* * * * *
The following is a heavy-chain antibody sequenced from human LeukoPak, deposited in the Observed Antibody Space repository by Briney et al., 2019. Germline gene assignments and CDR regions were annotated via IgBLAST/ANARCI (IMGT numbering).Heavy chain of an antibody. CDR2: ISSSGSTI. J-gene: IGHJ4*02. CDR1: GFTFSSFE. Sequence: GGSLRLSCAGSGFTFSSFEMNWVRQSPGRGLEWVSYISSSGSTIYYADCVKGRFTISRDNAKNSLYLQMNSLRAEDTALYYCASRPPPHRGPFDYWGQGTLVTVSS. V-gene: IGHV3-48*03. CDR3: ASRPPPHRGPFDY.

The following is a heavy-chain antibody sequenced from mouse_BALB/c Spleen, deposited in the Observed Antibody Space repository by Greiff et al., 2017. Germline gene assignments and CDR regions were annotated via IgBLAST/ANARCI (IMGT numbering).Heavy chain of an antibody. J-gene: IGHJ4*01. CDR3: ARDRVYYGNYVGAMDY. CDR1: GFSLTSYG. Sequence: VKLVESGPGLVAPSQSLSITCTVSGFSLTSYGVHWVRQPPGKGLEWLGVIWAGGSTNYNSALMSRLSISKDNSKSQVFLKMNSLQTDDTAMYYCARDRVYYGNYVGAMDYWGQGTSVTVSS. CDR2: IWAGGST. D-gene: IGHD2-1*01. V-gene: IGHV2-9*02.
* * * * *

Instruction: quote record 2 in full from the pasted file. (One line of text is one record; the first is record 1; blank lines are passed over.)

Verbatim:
The following is a heavy-chain antibody sequenced from mouse_BALB/c Spleen, deposited in the Observed Antibody Space repository by Greiff et al., 2017. Germline gene assignments and CDR regions were annotated via IgBLAST/ANARCI (IMGT numbering).Heavy chain of an antibody. J-gene: IGHJ4*01. CDR3: ARDRVYYGNYVGAMDY. CDR1: GFSLTSYG. Sequence: VKLVESGPGLVAPSQSLSITCTVSGFSLTSYGVHWVRQPPGKGLEWLGVIWAGGSTNYNSALMSRLSISKDNSKSQVFLKMNSLQTDDTAMYYCARDRVYYGNYVGAMDYWGQGTSVTVSS. CDR2: IWAGGST. D-gene: IGHD2-1*01. V-gene: IGHV2-9*02.